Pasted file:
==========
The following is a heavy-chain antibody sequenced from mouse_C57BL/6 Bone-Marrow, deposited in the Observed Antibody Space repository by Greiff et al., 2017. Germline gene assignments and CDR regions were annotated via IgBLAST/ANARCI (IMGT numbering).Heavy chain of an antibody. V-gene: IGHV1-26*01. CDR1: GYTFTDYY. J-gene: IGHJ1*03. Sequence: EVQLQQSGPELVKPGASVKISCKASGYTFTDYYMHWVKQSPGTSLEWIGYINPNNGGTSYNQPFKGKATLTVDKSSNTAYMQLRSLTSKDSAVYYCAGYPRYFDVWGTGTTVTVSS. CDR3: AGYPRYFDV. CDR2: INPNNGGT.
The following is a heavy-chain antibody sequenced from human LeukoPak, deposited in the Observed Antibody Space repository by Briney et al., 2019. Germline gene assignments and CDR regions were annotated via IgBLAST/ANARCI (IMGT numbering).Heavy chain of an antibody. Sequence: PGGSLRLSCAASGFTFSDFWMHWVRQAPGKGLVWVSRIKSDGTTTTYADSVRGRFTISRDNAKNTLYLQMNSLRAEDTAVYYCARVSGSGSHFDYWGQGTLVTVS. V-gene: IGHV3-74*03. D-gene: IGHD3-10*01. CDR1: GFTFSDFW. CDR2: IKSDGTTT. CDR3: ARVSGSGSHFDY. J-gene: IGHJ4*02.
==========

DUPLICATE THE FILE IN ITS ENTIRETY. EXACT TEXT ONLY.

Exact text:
The following is a heavy-chain antibody sequenced from mouse_C57BL/6 Bone-Marrow, deposited in the Observed Antibody Space repository by Greiff et al., 2017. Germline gene assignments and CDR regions were annotated via IgBLAST/ANARCI (IMGT numbering).Heavy chain of an antibody. V-gene: IGHV1-26*01. CDR1: GYTFTDYY. J-gene: IGHJ1*03. Sequence: EVQLQQSGPELVKPGASVKISCKASGYTFTDYYMHWVKQSPGTSLEWIGYINPNNGGTSYNQPFKGKATLTVDKSSNTAYMQLRSLTSKDSAVYYCAGYPRYFDVWGTGTTVTVSS. CDR3: AGYPRYFDV. CDR2: INPNNGGT.
The following is a heavy-chain antibody sequenced from human LeukoPak, deposited in the Observed Antibody Space repository by Briney et al., 2019. Germline gene assignments and CDR regions were annotated via IgBLAST/ANARCI (IMGT numbering).Heavy chain of an antibody. Sequence: PGGSLRLSCAASGFTFSDFWMHWVRQAPGKGLVWVSRIKSDGTTTTYADSVRGRFTISRDNAKNTLYLQMNSLRAEDTAVYYCARVSGSGSHFDYWGQGTLVTVS. V-gene: IGHV3-74*03. D-gene: IGHD3-10*01. CDR1: GFTFSDFW. CDR2: IKSDGTTT. CDR3: ARVSGSGSHFDY. J-gene: IGHJ4*02.